When Game Industry Jobs Leave People Open to Harassment, How Do We Minimize the Harm?


When we talk about mental health in the games industry, the conversation often focuses on two groups: game developers and game consumers. Surrounding those two groups are many others, though, including streamers, community managers, marketers, and journalists.

Steve Bailey, a games analyst and former games journalist, has an opinion piece in MCV that points out that increasingly, those are groups that are expected to take a lot of harassment — but they’re also some of the groups least likely to have support in handling the fallout.

I’m not here to try to address why there’s so much combative response out there, or tactics for minimising it. Instead, I think there’s another important facet of the conversation that needs to be addressed: if the weight of such emotional labour begins to adversely affect someone in the games media, what provision do we have for dealing with it? Having to experience a continuum of toxic noise can easily cause someone to cramp up on the inside, over time. And then what happens? If they get into such trouble, does it mean that they’re bad at their job? Dealing with this stuff doesn’t seem to be in the job description.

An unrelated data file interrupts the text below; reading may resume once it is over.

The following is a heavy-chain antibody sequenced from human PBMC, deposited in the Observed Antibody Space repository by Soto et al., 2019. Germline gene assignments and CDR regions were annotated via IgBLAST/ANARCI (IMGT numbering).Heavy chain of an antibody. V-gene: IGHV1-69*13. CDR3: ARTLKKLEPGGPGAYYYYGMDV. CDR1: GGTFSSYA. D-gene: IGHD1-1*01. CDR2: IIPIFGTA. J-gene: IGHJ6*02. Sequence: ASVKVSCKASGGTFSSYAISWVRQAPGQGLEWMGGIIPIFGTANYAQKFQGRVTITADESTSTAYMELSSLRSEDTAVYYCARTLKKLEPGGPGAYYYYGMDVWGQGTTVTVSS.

This is not exclusive to the games media, or even just games, but that doesn’t excuse us from discussing it. We also see it in the way that smaller developers are now expected to conduct their own PR, say, with little grounding in how to cope if their efforts backfire. Or in the way that YouTubers sometimes air their disagreements in public – and get tutted at for doing so – but what other recourse for resolution do they feel that they have to hand? Which institution here should be taking responsibility for education/provision on such a matter, if at all?

Some developers at large studios and journalists at major outlets are provided with mental health support, but many aren’t. And a freelancer or indie who lands in the midst of controversy may have no support to speak of, and may lack the resources to do anything about that.

In an industry where dealing with harassment is increasingly part of the job description, we need to be able to do more for people coping with its fallout. Bailey’s piece raises many questions, but there are no easy answers, at least not yet. Organizations like ours can be part of that support network, but there’s much more to do to make sure no one has to go through it alone.

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